The route to Oukaïmeden takes one from an elevation of about 500 meters up to 2600 meters. We drove past picturesque mountain villages, and near the end of the journey, a deep gorge began to develop out of the rocky terrain along the left side of the road. The cliffs were of a purple-pinkish color. Not surprisingly, the brick houses of the villages bore the exact same hue. Over the next week, we were to discover that wherever we traveled in Morocco, the color of the adobe houses exactly matched the many shades of red, orange, pink and brown of the nearby sediment.
As we rose higher and higher into the High Atlas, we expected to see snow, but what little we saw was only a sugar coating sprinkled gently between the rocks—nothing skiable. Perhaps Allah had not been informed of our mission.
Finally, we rounded the last curve in the road. A small lake appeared, surrounded by green grass. Off to the right were a number of hotels, vacation homes and various other buildings—also surrounded by grass. But looming directly in front of us was a lone mountain rising about 600 vertical meters above the meadows. The rocky ridges were bare but the valleys, bowls and gullies in between were white.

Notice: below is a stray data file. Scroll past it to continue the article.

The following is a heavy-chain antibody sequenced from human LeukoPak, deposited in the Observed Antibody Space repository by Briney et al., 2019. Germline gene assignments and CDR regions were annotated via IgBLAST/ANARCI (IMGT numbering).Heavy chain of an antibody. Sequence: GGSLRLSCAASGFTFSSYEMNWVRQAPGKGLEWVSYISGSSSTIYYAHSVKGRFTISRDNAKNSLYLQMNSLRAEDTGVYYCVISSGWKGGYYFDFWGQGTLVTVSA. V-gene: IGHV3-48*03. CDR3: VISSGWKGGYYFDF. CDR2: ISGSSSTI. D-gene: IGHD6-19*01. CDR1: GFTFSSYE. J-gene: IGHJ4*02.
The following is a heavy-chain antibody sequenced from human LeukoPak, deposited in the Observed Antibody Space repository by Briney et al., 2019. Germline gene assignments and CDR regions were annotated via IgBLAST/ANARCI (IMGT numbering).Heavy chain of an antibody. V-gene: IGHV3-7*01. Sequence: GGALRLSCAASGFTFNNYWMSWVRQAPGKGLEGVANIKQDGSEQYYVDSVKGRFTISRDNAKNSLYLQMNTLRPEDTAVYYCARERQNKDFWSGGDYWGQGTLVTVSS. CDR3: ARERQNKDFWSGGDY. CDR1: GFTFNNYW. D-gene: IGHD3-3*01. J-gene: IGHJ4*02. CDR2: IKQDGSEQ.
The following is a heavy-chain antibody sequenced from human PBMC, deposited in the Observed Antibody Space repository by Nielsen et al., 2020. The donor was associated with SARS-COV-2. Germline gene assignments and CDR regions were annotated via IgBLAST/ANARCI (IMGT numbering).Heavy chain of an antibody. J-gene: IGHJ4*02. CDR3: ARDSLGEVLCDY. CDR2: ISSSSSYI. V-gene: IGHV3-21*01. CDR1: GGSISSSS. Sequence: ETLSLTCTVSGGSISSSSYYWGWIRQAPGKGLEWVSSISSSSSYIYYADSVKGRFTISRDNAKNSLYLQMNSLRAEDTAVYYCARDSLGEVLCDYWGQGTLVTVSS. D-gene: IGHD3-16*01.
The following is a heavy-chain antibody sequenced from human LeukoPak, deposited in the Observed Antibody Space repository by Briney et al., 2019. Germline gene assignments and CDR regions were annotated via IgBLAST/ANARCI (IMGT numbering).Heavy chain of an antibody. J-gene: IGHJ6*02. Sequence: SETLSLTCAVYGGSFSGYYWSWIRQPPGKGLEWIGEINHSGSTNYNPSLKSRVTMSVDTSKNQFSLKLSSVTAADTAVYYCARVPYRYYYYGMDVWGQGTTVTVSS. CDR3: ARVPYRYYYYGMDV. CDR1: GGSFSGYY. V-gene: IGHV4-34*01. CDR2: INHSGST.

“Allah be praised!” I announced, but I was premature. The chair lift, which rose to the top of the mountain, was idle. A quick inquiry informed us that it was closed due to excessive wind.
I was beginning to think that Allah was not a skier. He had, in any case, not been smiling on our endeavor.
Papi and I decided to make the best of the situation and skinned partway up the mountain. We needed a bit of training anyway for the ski tour that we intended to do later on our trip.
That evening, I said a little prayer to Allah for better weather, but once again my prayers went unheeded. The satellite picture for the High Atlas was not so promising for the coming days, and we pointed the Fiat instead over the Tizi-n-ticka Pass (2280 m) and into the Sahara Desert. Our destination was the village of Merzouga, where we planned to do some sand-dune skiing. No rain had fallen here in over two years, and we surmised that even God’s will would be hard pressed to thwart our plans…
The complete story is in the coffee table book Skiing Around Volume I the World by Jimmy Petterson.